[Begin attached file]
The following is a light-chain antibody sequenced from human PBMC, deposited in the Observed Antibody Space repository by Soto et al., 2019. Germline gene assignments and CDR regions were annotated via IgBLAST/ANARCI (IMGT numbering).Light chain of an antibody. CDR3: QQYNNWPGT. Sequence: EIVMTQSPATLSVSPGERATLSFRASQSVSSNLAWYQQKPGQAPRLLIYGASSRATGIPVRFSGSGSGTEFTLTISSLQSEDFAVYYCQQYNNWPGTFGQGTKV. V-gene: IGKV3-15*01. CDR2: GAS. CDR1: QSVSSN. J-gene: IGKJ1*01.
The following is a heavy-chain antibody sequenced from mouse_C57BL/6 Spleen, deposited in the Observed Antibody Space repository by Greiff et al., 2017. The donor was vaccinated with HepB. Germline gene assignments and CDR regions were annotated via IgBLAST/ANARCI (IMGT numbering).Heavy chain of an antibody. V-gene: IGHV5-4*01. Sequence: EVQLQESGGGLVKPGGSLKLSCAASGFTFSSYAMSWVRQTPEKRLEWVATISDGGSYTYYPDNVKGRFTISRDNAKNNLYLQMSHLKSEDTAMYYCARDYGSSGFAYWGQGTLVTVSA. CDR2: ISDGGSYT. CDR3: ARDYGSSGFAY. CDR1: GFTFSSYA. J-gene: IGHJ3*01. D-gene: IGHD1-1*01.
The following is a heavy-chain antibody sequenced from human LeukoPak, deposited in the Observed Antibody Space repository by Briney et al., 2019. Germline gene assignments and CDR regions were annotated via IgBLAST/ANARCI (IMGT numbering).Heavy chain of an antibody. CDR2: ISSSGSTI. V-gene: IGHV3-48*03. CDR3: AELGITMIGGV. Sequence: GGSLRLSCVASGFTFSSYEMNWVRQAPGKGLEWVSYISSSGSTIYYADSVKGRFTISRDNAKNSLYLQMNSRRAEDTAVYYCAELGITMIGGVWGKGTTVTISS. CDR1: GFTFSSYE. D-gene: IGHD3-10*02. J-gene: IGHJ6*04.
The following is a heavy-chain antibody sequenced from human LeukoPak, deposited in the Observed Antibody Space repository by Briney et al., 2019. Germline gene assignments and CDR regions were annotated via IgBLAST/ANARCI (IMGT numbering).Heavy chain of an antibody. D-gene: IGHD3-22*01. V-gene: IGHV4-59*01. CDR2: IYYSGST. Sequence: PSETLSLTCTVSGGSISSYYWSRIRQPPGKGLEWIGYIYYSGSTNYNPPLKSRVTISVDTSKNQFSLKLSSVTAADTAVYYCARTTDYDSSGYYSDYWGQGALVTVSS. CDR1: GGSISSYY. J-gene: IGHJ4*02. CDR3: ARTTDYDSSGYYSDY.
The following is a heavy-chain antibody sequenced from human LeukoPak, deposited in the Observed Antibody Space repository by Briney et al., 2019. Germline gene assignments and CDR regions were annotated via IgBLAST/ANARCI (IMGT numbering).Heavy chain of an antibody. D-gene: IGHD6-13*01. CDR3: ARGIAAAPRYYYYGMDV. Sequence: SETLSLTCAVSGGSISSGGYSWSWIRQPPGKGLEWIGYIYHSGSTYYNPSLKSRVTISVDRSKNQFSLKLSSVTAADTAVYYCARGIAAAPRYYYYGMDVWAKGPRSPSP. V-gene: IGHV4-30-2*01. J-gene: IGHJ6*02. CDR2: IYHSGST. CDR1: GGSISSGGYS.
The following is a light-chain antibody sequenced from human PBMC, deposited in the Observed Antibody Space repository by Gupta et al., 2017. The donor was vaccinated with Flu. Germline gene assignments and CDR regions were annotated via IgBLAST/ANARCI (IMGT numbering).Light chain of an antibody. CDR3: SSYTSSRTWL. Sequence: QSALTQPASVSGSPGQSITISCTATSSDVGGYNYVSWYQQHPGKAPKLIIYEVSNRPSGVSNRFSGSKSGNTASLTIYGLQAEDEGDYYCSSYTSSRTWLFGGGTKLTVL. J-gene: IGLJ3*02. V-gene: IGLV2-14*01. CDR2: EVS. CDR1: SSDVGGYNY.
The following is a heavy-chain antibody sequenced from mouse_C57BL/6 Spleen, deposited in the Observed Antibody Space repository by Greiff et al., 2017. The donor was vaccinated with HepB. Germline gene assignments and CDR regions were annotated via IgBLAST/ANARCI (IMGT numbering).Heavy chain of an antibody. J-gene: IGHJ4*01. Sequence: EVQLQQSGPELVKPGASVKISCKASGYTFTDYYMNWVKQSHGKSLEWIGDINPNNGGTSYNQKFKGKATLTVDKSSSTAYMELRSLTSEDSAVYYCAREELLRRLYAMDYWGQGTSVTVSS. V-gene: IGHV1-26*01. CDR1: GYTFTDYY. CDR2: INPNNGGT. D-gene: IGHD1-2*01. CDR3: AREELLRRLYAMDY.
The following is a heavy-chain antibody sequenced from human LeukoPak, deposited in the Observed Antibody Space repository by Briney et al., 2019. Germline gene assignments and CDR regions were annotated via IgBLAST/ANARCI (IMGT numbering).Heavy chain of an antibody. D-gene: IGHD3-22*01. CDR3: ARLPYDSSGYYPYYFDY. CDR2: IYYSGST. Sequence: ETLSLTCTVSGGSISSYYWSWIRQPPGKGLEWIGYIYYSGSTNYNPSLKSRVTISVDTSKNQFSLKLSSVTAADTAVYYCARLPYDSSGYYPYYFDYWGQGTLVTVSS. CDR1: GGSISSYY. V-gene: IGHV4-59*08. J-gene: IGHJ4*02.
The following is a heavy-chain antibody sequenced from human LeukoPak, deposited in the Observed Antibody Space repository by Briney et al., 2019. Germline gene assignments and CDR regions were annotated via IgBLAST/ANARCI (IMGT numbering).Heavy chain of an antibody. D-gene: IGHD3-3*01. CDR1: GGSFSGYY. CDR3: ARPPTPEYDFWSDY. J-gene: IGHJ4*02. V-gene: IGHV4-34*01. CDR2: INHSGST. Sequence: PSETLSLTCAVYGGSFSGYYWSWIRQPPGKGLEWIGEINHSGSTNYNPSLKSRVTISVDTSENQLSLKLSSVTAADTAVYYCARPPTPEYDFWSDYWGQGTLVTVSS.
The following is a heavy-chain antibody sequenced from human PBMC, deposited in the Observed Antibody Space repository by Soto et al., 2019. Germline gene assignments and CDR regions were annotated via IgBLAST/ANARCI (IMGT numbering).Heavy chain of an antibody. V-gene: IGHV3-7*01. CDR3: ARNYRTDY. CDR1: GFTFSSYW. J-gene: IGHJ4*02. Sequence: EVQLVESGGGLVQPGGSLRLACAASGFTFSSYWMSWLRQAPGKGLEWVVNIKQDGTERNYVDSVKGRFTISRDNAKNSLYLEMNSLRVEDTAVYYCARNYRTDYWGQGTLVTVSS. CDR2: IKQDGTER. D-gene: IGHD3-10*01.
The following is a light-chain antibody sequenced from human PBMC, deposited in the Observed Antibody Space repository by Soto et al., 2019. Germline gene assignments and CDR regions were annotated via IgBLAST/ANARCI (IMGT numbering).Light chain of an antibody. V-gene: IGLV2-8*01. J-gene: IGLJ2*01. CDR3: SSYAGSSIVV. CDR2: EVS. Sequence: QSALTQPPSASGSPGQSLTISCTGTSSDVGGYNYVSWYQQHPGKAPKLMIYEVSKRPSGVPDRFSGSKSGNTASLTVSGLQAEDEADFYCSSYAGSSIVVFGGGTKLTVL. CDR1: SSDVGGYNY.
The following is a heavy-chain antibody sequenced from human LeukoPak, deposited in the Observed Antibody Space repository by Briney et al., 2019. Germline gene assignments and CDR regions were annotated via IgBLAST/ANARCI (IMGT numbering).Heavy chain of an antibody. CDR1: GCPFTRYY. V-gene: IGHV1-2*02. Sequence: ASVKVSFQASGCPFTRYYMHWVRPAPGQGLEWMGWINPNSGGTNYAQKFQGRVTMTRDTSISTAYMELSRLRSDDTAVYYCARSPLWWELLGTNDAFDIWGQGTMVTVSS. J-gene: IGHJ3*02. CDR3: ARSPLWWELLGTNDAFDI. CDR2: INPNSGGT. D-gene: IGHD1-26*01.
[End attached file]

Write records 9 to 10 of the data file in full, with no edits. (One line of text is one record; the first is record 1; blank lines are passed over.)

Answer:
The following is a heavy-chain antibody sequenced from human LeukoPak, deposited in the Observed Antibody Space repository by Briney et al., 2019. Germline gene assignments and CDR regions were annotated via IgBLAST/ANARCI (IMGT numbering).Heavy chain of an antibody. D-gene: IGHD3-3*01. CDR1: GGSFSGYY. CDR3: ARPPTPEYDFWSDY. J-gene: IGHJ4*02. V-gene: IGHV4-34*01. CDR2: INHSGST. Sequence: PSETLSLTCAVYGGSFSGYYWSWIRQPPGKGLEWIGEINHSGSTNYNPSLKSRVTISVDTSENQLSLKLSSVTAADTAVYYCARPPTPEYDFWSDYWGQGTLVTVSS.
The following is a heavy-chain antibody sequenced from human PBMC, deposited in the Observed Antibody Space repository by Soto et al., 2019. Germline gene assignments and CDR regions were annotated via IgBLAST/ANARCI (IMGT numbering).Heavy chain of an antibody. V-gene: IGHV3-7*01. CDR3: ARNYRTDY. CDR1: GFTFSSYW. J-gene: IGHJ4*02. Sequence: EVQLVESGGGLVQPGGSLRLACAASGFTFSSYWMSWLRQAPGKGLEWVVNIKQDGTERNYVDSVKGRFTISRDNAKNSLYLEMNSLRVEDTAVYYCARNYRTDYWGQGTLVTVSS. CDR2: IKQDGTER. D-gene: IGHD3-10*01.